On September 6, the Bush administration once again made a formal "determination" that the United Nations Population Fund (UNFPA) is ineligible, under a longstanding federal anticoercion law, for the $34 million that Congress had set aside for it. Deputy Secretary of State John Negroponte sent a letter to Congress asserting that UNFPA supports China's coercive abortion policies. The action was predictable. President Bush first blocked a U.S. contribution to UNFPA in 2002, and has done so every year since, on the grounds that the agency indirectly violates the anticoercion law, despite the fact that the administration's own investigative team found no evidence to support this claim. UNFPA operates in more than 150 poor countries, but does not provide or pay for abortion services in any of them. Instead, UNFPA works to reduce the need for abortion by promoting voluntary family planning.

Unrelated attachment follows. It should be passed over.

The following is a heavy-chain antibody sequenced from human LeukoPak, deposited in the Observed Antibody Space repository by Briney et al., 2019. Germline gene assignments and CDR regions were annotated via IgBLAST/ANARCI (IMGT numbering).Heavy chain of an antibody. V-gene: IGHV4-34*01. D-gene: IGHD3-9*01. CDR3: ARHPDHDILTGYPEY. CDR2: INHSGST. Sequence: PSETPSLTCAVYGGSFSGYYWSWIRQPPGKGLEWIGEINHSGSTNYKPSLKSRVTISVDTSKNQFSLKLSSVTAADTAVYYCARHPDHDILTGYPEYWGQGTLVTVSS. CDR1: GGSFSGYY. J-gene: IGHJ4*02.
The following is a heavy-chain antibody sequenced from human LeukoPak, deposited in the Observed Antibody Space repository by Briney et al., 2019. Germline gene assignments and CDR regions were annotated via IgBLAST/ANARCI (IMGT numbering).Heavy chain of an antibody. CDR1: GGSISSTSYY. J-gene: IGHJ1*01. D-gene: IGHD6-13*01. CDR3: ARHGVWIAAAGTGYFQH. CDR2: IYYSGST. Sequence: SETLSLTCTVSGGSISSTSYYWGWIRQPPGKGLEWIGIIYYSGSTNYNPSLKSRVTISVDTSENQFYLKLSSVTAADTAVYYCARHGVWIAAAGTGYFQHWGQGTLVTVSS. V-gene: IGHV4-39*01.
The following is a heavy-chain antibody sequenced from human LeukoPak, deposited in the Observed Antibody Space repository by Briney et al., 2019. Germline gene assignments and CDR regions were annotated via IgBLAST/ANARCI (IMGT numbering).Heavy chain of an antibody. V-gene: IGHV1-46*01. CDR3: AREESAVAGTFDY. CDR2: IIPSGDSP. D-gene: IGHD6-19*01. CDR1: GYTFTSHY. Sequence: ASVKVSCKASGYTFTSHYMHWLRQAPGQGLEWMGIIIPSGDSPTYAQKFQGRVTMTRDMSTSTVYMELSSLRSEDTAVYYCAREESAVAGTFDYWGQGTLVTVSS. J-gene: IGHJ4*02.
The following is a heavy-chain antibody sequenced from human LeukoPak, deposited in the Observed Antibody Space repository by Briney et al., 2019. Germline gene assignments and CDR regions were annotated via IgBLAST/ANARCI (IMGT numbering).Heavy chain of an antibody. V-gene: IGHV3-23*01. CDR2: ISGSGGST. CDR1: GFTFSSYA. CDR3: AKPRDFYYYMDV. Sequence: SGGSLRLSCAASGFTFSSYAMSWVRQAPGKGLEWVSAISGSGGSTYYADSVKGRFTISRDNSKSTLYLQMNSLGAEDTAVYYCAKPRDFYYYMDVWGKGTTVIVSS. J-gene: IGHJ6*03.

Click on the links below for more information on:

U.S. funding for UNFPA

The Bush Administration's policies on sexual and reproductive health worldwide

The broad benefits of international family planning programs for women and children

Meeting the need for contraception worldwide